Embracing the challenges brought upon the fashion industry by the coronavirus pandemic, ever-fun Hong Kong fashion designer Vivienne Tam launches two exclusive collections with M+ for the Year of the Tiger, and shares her top fashion tips for a socially distanced Chinese New Year.

Despite the so-called fifth wave of the pandemic leading to the cancellation of the live launch of her latest exclusive Chinese New Year collections at new visual arts museum M+ on January 7, homegrown fashion designer Vivienne Tam is all smiles. She tells Tatler, in her typically cheerful voice, “I love bringing sunshine to the world. My latest collections are full of colour; colours bring energy, and the bright future is like a rainbow.”

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The first collection, named Pop Pop Tiger after the sound that firecrackers make, features a friendly-faced tiger motif on unisex T-shirts, tote bags, foldable nylon bags and lai see envelopes in a range of shades.

The Tiger Together collection includes a netting top, a qipao, a modern take on a traditional Chinese padded jacket and scarves, all printed with four pop art-style tigers characters in a checquerboard pattern. According to the ancient Chinese zodiac, 2022 marks the year of the Water Tiger, which symbolises love and harmony in family life; Tam’s tiger family—Mother Tiger, Father Tiger and their daughter and son—is inspired by that symbolism. The use of pop colours and playful images also pays tribute to one of her most famous early works, the checquered Mao collection that wowed the fashion world in 1995.

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Both Lunar New Year collections are available at M+ Shop. The Tiger Together collection will also be available at Vivienne Tam stores from January 14.

In this exclusive interview, Tam tells Tatler about her inspiration, her first M+ visit, and how to get wardrobe ready for a potential Covid CNY.

Tatler: Can you tell us about your first visit to M+?

Tam: When I first saw the façade of M+, I loved how the sunshine and shadows cast a romantic feeling onto the grey building. Concrete supposedly exudes coldness and emptiness, but that’s not the case with M+ at all. It looked very warm to me.

I visited M+ for the first time in August 2021 [before the official opening last November], not knowing what to expect. But when I got in, the space was full of surprises. There were so many angles, shapes, holes, depths and dimensions. The spiral staircase felt magical and inspirational; it’s like being in a metaverse. I thought it would be really cool to do a fashion show here. The space was like a giant canvas where I could do lots of things.

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Tatler: How did the idea of doing a collection with M+ come about?

Tam: Every year, I do a zodiac collection for Chinese New Year, so I was already planning on a Tiger collection. After my first visit to the museum, I had a meeting with the M+ team and showed them some of my designs. They said, “Wow, that’s perfect to celebrate Chinese New Year and the first year of the museum’s opening.”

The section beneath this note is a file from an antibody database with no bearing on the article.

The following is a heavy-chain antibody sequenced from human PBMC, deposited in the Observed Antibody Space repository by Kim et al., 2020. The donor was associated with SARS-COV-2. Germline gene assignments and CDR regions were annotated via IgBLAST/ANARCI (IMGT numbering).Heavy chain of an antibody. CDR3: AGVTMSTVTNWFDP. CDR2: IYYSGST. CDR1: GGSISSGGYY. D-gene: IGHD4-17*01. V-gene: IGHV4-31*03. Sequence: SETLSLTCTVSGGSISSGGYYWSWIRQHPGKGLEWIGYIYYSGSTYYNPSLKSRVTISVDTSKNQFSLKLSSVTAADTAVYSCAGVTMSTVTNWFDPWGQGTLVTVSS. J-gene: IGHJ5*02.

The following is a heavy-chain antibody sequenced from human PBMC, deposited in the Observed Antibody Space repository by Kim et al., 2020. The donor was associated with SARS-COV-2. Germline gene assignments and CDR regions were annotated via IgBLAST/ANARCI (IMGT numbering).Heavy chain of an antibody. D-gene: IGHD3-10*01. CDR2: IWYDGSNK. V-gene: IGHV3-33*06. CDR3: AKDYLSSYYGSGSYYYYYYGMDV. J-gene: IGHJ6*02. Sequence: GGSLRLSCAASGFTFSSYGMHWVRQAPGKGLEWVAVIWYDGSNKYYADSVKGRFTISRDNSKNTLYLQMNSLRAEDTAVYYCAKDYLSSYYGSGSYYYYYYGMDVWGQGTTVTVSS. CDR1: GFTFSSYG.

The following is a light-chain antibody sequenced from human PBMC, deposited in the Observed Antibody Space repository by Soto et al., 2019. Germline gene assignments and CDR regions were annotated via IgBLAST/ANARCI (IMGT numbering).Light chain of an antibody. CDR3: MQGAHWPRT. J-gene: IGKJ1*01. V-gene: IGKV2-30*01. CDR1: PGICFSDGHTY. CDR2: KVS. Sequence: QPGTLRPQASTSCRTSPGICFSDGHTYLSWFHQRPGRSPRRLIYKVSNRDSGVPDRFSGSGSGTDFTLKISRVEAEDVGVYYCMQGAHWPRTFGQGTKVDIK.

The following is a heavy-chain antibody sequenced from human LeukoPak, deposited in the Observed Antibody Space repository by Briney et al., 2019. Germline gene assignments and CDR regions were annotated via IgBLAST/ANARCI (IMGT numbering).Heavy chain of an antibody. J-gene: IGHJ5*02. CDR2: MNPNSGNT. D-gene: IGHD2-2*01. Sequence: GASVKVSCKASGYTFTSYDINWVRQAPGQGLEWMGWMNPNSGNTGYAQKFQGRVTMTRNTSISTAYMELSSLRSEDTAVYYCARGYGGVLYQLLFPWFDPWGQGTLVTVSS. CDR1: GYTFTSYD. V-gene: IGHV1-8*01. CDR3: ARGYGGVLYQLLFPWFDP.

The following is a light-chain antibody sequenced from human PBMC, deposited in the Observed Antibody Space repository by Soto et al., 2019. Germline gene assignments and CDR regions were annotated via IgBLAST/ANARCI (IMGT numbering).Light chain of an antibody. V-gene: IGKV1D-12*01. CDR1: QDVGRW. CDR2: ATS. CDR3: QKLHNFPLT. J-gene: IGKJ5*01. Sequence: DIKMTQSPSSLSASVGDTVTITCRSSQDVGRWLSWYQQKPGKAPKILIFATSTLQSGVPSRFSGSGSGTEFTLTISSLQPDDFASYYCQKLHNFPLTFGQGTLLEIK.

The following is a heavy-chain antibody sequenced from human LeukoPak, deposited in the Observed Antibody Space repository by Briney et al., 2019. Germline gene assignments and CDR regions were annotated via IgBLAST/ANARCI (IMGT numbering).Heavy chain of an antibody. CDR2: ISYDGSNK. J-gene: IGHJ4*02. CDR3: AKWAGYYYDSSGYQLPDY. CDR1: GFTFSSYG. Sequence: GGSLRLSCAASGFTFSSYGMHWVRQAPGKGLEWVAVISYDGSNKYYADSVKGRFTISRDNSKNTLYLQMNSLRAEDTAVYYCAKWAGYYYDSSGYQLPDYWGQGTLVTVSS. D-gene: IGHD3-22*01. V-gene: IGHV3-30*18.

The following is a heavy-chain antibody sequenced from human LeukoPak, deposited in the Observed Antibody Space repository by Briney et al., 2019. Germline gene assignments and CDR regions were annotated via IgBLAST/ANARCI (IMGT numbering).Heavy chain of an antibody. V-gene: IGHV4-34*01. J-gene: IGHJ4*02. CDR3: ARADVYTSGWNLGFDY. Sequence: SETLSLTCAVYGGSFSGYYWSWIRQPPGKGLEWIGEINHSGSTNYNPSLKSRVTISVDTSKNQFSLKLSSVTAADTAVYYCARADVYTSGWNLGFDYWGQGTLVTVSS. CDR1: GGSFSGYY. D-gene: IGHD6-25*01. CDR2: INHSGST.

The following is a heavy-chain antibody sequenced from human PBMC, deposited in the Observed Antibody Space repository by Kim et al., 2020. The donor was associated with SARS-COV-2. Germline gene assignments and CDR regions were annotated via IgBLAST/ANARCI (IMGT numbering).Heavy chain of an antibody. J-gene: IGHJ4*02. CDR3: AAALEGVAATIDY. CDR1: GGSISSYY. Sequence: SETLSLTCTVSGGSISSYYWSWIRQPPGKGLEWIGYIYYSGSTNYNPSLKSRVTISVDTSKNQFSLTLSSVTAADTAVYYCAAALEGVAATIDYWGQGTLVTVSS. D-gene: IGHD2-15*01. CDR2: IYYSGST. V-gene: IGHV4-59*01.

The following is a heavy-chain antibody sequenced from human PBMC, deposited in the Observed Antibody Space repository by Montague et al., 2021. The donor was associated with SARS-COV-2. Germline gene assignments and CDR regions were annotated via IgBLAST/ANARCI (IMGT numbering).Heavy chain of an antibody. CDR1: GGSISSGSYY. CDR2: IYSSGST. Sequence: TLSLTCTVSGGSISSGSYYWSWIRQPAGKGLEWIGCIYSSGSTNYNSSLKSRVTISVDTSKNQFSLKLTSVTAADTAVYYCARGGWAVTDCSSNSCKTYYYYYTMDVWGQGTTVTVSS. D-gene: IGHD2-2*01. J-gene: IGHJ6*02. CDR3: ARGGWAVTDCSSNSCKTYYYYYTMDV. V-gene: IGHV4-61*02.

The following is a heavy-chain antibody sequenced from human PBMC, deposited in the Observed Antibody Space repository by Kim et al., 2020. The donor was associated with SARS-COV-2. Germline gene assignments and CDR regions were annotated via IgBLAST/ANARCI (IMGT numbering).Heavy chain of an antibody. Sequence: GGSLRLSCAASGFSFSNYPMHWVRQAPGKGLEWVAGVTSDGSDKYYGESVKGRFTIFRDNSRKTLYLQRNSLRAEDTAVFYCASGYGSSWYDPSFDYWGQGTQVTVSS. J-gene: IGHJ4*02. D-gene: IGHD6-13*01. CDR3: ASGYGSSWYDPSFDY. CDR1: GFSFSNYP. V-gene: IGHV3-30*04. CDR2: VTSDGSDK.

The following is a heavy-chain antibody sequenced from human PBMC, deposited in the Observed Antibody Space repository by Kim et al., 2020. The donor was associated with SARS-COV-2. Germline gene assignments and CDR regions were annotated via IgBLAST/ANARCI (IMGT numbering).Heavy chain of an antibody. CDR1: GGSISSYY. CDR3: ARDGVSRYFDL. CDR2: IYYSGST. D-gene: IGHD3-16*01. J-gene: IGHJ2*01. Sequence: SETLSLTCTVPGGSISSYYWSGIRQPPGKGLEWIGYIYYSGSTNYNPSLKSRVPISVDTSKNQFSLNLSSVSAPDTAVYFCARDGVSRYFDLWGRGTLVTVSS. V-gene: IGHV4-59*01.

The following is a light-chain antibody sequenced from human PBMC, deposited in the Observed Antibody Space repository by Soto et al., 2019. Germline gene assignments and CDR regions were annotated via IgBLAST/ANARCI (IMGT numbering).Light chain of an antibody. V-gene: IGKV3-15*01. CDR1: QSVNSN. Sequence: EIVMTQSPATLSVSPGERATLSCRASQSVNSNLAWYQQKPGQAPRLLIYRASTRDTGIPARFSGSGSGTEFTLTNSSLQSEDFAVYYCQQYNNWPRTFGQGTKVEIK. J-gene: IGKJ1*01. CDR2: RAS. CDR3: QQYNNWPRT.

Tatler: How has M+ inspired your designs in these collections?

Tam: M+ is different from a contemporary art or art history museum. It’s a visual cultural art museum. I love the East Galleries in particular, which showcase artists and designers from Asia. I saw Thai and Japanese artists who use bamboo differently than we do in Hong Kong. This museum experience inspired me to observe the colours in the city: the packed clothes of homeless people, trains, and the green mesh covering the bamboo scaffolding are all an interesting mix of colours. So, in this collection, I play with colours and shadows to make the Tiger collections feel lively.

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The Tiger Together Collection is also inspired by my Mao Suit, a suit printed with Mao’s figure in black-and-white checquerboard patterns from my Spring/Summer 1995 Mao Collection. It’s now displayed in the East Galleries. The Tiger Family members are similarly printed in a checquerboard pattern. Each character has a different design: Tiger Father wears glasses, Mother Tiger wears a cheongsam, the son has a little cap, and the daughter has a ponytail. So, by putting the whole family of tigers together in my work, I convey the message of unity and good energy, because there have been many “broken families” since Covid; people cannot visit their families, and our society, in a way, has been broken too when people cannot continue running their businesses.

Tatler: What is your favourite piece from the collections?

Tam: I have two: the qipao and the quilted kung fu jacket. Both have the checquerboard Tiger family print. I’ve modernised the traditional shape and patterns; for instance, the jacket is oversized and has a more fashionable take on the silhouette, and the cut isn’t as tight so it’s more comfortable to wear. The material is also lighter. And the fabric buttons are dangling, so it’s a more playful twist on the traditional element.